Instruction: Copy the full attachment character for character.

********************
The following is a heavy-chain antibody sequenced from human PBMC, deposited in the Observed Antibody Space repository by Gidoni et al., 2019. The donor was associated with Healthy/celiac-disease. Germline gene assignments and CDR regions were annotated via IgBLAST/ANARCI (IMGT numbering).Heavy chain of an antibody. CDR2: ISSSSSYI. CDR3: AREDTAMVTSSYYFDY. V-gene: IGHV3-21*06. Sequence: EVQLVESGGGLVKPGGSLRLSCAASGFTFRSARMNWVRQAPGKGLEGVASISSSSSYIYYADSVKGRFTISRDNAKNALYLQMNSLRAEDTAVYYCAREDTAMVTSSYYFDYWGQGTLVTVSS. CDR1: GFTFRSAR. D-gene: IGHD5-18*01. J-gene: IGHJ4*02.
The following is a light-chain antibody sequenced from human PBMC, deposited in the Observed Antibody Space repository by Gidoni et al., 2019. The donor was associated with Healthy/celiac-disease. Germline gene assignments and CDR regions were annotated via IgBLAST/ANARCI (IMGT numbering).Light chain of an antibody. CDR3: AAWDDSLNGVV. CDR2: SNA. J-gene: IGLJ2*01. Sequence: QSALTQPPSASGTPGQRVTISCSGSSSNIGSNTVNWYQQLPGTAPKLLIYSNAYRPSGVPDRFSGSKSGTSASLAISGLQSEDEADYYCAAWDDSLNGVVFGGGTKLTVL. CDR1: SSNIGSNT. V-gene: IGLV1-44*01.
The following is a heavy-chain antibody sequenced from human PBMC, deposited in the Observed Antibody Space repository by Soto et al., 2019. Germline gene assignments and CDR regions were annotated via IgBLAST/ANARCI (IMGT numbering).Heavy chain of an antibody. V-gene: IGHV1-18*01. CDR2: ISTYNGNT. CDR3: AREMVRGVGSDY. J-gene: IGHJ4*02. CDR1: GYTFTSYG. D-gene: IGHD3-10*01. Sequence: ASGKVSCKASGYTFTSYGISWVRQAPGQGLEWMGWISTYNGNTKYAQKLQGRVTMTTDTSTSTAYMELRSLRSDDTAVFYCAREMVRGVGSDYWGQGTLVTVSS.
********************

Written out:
The following is a heavy-chain antibody sequenced from human PBMC, deposited in the Observed Antibody Space repository by Gidoni et al., 2019. The donor was associated with Healthy/celiac-disease. Germline gene assignments and CDR regions were annotated via IgBLAST/ANARCI (IMGT numbering).Heavy chain of an antibody. CDR2: ISSSSSYI. CDR3: AREDTAMVTSSYYFDY. V-gene: IGHV3-21*06. Sequence: EVQLVESGGGLVKPGGSLRLSCAASGFTFRSARMNWVRQAPGKGLEGVASISSSSSYIYYADSVKGRFTISRDNAKNALYLQMNSLRAEDTAVYYCAREDTAMVTSSYYFDYWGQGTLVTVSS. CDR1: GFTFRSAR. D-gene: IGHD5-18*01. J-gene: IGHJ4*02.
The following is a light-chain antibody sequenced from human PBMC, deposited in the Observed Antibody Space repository by Gidoni et al., 2019. The donor was associated with Healthy/celiac-disease. Germline gene assignments and CDR regions were annotated via IgBLAST/ANARCI (IMGT numbering).Light chain of an antibody. CDR3: AAWDDSLNGVV. CDR2: SNA. J-gene: IGLJ2*01. Sequence: QSALTQPPSASGTPGQRVTISCSGSSSNIGSNTVNWYQQLPGTAPKLLIYSNAYRPSGVPDRFSGSKSGTSASLAISGLQSEDEADYYCAAWDDSLNGVVFGGGTKLTVL. CDR1: SSNIGSNT. V-gene: IGLV1-44*01.
The following is a heavy-chain antibody sequenced from human PBMC, deposited in the Observed Antibody Space repository by Soto et al., 2019. Germline gene assignments and CDR regions were annotated via IgBLAST/ANARCI (IMGT numbering).Heavy chain of an antibody. V-gene: IGHV1-18*01. CDR2: ISTYNGNT. CDR3: AREMVRGVGSDY. J-gene: IGHJ4*02. CDR1: GYTFTSYG. D-gene: IGHD3-10*01. Sequence: ASGKVSCKASGYTFTSYGISWVRQAPGQGLEWMGWISTYNGNTKYAQKLQGRVTMTTDTSTSTAYMELRSLRSDDTAVFYCAREMVRGVGSDYWGQGTLVTVSS.